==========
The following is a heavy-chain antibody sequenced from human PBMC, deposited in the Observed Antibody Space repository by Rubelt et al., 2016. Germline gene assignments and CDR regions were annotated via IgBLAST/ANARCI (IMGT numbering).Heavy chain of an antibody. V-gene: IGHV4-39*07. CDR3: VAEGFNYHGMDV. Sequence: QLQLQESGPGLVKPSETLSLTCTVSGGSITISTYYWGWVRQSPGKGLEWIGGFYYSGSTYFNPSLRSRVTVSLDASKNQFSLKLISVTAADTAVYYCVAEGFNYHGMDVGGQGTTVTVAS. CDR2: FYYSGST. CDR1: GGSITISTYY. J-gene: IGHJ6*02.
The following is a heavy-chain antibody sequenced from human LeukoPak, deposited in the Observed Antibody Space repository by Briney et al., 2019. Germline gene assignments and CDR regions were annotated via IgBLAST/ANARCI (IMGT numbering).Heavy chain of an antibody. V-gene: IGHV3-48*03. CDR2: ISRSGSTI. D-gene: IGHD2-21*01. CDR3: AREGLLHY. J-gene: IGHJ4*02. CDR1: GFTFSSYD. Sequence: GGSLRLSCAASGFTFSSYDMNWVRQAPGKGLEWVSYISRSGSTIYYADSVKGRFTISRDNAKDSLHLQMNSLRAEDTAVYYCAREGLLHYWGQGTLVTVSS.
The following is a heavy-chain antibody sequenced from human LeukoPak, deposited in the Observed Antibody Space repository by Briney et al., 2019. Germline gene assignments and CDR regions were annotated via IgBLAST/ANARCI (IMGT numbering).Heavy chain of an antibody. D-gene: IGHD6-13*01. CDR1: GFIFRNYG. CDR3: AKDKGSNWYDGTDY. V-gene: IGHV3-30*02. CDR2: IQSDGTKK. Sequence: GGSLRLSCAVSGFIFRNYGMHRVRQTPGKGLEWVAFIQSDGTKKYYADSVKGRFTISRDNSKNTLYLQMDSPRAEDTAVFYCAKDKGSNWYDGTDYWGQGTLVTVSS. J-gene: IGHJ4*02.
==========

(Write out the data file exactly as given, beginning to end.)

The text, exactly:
The following is a heavy-chain antibody sequenced from human PBMC, deposited in the Observed Antibody Space repository by Rubelt et al., 2016. Germline gene assignments and CDR regions were annotated via IgBLAST/ANARCI (IMGT numbering).Heavy chain of an antibody. V-gene: IGHV4-39*07. CDR3: VAEGFNYHGMDV. Sequence: QLQLQESGPGLVKPSETLSLTCTVSGGSITISTYYWGWVRQSPGKGLEWIGGFYYSGSTYFNPSLRSRVTVSLDASKNQFSLKLISVTAADTAVYYCVAEGFNYHGMDVGGQGTTVTVAS. CDR2: FYYSGST. CDR1: GGSITISTYY. J-gene: IGHJ6*02.
The following is a heavy-chain antibody sequenced from human LeukoPak, deposited in the Observed Antibody Space repository by Briney et al., 2019. Germline gene assignments and CDR regions were annotated via IgBLAST/ANARCI (IMGT numbering).Heavy chain of an antibody. V-gene: IGHV3-48*03. CDR2: ISRSGSTI. D-gene: IGHD2-21*01. CDR3: AREGLLHY. J-gene: IGHJ4*02. CDR1: GFTFSSYD. Sequence: GGSLRLSCAASGFTFSSYDMNWVRQAPGKGLEWVSYISRSGSTIYYADSVKGRFTISRDNAKDSLHLQMNSLRAEDTAVYYCAREGLLHYWGQGTLVTVSS.
The following is a heavy-chain antibody sequenced from human LeukoPak, deposited in the Observed Antibody Space repository by Briney et al., 2019. Germline gene assignments and CDR regions were annotated via IgBLAST/ANARCI (IMGT numbering).Heavy chain of an antibody. D-gene: IGHD6-13*01. CDR1: GFIFRNYG. CDR3: AKDKGSNWYDGTDY. V-gene: IGHV3-30*02. CDR2: IQSDGTKK. Sequence: GGSLRLSCAVSGFIFRNYGMHRVRQTPGKGLEWVAFIQSDGTKKYYADSVKGRFTISRDNSKNTLYLQMDSPRAEDTAVFYCAKDKGSNWYDGTDYWGQGTLVTVSS. J-gene: IGHJ4*02.